Slavery, Emancipation and Colonial Rule in South Africa

By Wayne Dooling

“This is a major work of South African history, putting economics and exploitation back where they belong, in the centre of the country’s historiography.”

Robert Ross, Leiden University

“This book is an important study that has made a significant contribution to the existing historiography of Africa in general and the Cape Colony in particular. It is based on an impressive archival research. Indeed, Dooling’s meticulous scouring and skillful use of the previously ‘almost unused’ records of bankruptcy, estates, and other records like land transfers, mortgage bonds, and literature on Cape slavery, economy, and the landed class facilitated his construction of a detailed history of the experiences of the landed class in Cape Colony in general....”

Journal of World History

“Wayne Dooling’s book is a major contribution to the burgeoning corpus of works surrounding the institution of slavery in the early colonial Cape.… (T)he author is as focused on continuity as he is on transformation, and while he pays due attention to slave liberations and to the immediate crisis of emancipation for slave-owners, he is more concerned with weaving this moment into the longer narrative he constructs.”

American Historical Review

Slavery, Emancipation and Colonial Rule in South Africa examines the rural Cape Colony from the earliest days of Dutch colonial rule in the mid-seventeenth century to the outbreak of the South African War in 1899.

For slaves and slave owners alike, incorporation into the British Empire at the beginning of the nineteenth century brought fruits that were bittersweet. The gentry had initially done well by accepting British rule, but were ultimately faced with the legislated ending of servile labor. To slaves and Khoisan servants, British rule brought freedom, but a freedom that remained limited. The gentry accomplished this feat only with great difficulty. Increasingly, their dominance of the countryside was threatened by English-speaking merchants and money-lenders, a challenge that stimulated early Afrikaner nationalism. The alliances that ensured nineteenth-century colonial stability all but fell apart as the descendants of slaves and Khoisan turned on their erstwhile masters during the South African War of 1899–1902.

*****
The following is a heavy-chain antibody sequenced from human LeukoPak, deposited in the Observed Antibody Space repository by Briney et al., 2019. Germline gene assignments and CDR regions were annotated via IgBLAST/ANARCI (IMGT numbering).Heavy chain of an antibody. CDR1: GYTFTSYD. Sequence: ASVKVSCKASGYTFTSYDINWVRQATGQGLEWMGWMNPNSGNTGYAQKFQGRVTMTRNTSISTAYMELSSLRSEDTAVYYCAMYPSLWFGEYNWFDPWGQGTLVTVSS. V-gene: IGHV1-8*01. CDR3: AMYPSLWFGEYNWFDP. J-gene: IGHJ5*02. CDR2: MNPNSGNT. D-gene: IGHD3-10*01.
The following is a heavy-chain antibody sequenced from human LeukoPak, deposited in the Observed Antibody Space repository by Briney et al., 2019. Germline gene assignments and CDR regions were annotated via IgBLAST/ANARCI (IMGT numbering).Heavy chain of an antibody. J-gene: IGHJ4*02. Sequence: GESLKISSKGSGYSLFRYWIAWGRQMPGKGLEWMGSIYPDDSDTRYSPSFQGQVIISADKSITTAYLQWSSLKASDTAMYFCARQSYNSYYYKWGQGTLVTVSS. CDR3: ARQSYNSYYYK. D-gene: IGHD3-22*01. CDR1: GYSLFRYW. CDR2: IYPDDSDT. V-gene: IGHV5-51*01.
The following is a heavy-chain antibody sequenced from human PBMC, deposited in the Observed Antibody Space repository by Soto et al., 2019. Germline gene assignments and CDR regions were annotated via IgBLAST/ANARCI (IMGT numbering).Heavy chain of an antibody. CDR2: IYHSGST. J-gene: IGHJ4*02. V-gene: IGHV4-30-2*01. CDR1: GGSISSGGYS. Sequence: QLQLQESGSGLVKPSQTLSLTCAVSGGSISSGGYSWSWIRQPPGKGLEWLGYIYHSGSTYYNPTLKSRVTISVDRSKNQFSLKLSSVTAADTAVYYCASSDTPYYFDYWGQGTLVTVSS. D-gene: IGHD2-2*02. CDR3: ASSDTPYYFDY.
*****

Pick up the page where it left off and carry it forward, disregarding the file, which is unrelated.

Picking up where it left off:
Wayne Dooling is a lecturer in African History at the School of Oriental and African Studies, University of London.

Order a print copy

Paperback · $21.56 · Add to Cart

Retail price: $26.95 · Save 20% ($21.56)

Find at a local bookstore


Download an electronic copy

Amazon Kindle Store Barnes & Noble NOOK Google Play iBooks Store

Availability and price vary according to vendor.

Share    Facebook icon  Email icon


Desk Copy Examination Copy Review Copy

Permission to reprint
Permission to photocopy or include in a course pack via Copyright Clearance Center

Downloads & Links



In Series

Research in International Studies, Africa Series, № 87

Related Subjects

African History · Slavery and Slave Trade · Khoisan · Africa · Southern Africa · 18th century · 17th century · South Africa · 19th century · History · African Studies · Monograph



Retail price: $26.95, S.
Release date: Sep. 2008
256 pages · 6 × 9 in.
Rights:World (exclusive in Africa, Americas, and Continental Europe)


Release date: Oct. 2014
≅ 256 pages
Rights:World (exclusive in Americas, Continental Europe, and Africa)